There are three links below to YouTube videos of “Kinda Blue,” as taken from the original recording.

In a nutshell, modal jazz is more concerned with exploring scales and modes than with creating melodies based on chord progressions.  I’ve included a link to an excellent Wikipedia article on modal jazz, in case you want to know more.  For now, this article is sufficient in terms of experiencing and practicing the modal approach.

(1) “So What” explores improvised melodies using the “Dorian” mode.  (The terms “scale” and “mode” are sometimes used interchangeably, and the distinction is somewhat academic, depending on the context ).

(2)  If you start on “D” and play every white key on the piano, going up or down one white key at a time (as in D, E, F, G, A, B, C, D.), you have just played a Dorian scale.

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Video: Ray Charles “What I’d Say” — Practice your blues licks with this one!


What’s up, Blues Cats and 12-bar Chicks?

If you want to get better at your blues piano playing, who better to learn from than Ray Charles? Try playing this video while throwing in your own blues licks on top.  Also try to imitate or paraphrase some of Brother Ray’s.

Here’s some insight to help you:

(1) The key is E.  You can start joining in by using the E-minor blues scale, throughout the whole jam, right hand only.  The E-minor blues scale is E, G, A, Bb, B, D, (E). Even if that’s all you practice here — which is quite valuable — it still helps to realize the following things about the chords involved . (If you’re especially ambitious,  you can try playing these chords in your left hand, while riffing with the right.)

(2) The chords are E7, A7 (added ninth, optional), and B7.

(3) The chord progression is a classic 12-bar blues, in its most basic form, outlined here:

E7 — 4 measures (bars)

A9 (or just A7) —  2 measures (bars)

E7 — 2 measures (bars) 

B7 — 1 measure (bar)

A9 (or A7) — 1 measure (bar)


E7 — 1 measure (bar)

B7 — 1 measure (bar) 

Now go back to the top.

(4) Repeat the above progression over and over, as you would in any 12-bar blues.  EXCEPTION: You may notice that the B7 in the turn-around does not happen in the 12-bar introduction, where Ray is playing the left-hand bass line and nothing else.  Here, E7 is implied throughout the last two bars.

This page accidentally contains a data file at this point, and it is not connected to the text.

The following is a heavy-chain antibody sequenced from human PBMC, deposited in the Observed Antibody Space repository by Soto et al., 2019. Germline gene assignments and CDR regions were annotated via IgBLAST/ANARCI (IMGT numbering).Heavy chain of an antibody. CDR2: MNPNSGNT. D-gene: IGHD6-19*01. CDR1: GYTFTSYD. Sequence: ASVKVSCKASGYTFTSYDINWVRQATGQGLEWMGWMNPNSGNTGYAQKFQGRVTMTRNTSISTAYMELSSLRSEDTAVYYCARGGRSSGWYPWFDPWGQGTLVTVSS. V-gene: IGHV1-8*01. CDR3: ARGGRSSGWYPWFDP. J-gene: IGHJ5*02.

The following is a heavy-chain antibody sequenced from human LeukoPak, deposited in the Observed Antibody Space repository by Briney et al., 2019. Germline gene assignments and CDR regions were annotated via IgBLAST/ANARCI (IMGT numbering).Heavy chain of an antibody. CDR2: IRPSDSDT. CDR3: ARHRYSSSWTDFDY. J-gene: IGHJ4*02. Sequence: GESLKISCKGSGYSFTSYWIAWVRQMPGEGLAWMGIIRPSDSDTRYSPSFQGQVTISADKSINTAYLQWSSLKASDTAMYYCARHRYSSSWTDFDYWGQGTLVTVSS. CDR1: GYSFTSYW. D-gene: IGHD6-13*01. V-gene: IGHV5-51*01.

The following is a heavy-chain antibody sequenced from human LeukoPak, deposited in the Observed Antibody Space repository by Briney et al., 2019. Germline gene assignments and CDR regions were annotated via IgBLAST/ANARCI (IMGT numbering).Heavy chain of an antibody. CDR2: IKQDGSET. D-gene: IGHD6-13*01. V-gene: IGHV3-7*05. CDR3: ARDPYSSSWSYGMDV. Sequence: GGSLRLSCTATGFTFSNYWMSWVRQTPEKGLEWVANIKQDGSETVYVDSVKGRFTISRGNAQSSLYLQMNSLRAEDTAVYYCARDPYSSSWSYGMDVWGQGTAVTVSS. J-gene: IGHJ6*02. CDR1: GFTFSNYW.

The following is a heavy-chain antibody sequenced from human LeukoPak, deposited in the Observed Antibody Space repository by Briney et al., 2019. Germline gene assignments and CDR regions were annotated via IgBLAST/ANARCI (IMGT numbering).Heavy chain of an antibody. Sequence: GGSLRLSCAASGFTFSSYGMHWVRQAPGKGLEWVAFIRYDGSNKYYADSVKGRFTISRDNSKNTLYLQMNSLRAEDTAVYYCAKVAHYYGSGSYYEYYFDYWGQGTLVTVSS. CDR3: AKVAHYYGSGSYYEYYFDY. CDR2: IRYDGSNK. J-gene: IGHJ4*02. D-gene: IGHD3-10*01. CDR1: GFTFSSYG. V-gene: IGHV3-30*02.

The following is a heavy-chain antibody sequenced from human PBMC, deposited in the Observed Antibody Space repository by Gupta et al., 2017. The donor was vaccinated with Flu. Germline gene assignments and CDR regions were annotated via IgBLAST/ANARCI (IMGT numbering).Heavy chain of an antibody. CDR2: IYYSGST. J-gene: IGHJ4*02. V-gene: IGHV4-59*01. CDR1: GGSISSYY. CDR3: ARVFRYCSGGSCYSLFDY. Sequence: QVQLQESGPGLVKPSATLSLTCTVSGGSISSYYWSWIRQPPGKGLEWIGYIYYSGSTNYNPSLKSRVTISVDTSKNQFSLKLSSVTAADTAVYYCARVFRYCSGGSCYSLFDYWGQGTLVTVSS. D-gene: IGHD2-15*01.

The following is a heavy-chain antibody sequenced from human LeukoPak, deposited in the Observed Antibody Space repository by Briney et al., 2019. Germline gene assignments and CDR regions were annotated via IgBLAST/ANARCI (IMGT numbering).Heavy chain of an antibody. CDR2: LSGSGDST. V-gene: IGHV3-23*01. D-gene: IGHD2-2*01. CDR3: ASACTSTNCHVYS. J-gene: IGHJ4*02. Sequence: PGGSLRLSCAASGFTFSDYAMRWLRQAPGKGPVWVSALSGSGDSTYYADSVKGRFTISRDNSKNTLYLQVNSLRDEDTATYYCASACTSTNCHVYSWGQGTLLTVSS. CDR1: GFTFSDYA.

(5) In the sections where the band stops, but the singing or soloing continues (called a break, or “stop-time”), the prevailing harmony is four bars of E7, as usual. Each time this break happens, we are sitting at the top of the 12-bar cycle. Therefore, each break leads us right into the A7 at measure 5.

So here’s the video, and have fun!

[youtube https://www.youtube.com/watch?v=xTIP_FOdq24&w=854&h=480]

Easy 3-finger Technique for Impressive Pentatonic Runs on Piano (that’s right, only 3 fingers!)

Hello improvisors and jammers: Here’s a powerful way to play impressive pentatonic piano/keyboard licks when soloing in rock, blues, or jazz settings, using only three fingers in your right hand.  This video uses the famous “minor pentatonic” scale (“pentatonic” refers to a five-note scale). With a little work you will be amazed how fast you can fly across the keyboard using this simple trick of the trade!

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A Simple Way to Create Movement within a Chord

Dear Members,

Here’s a straightforward way to use three-note chords superimposed over a single static chord, to create a sense of movement “within the chord.”


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Learn about the Major pentatonic scale, and its cousin, the “Relative Minor” pentatonic (video lesson)

Dear Members:

Learn about the Major pentatonic scale, and its cousin, the “Relative Minor” pentatonic scale (a video lesson). The relationship between any major scale (or key) and its relative minor scale or key is explained here as well, in terms of traditional music theory.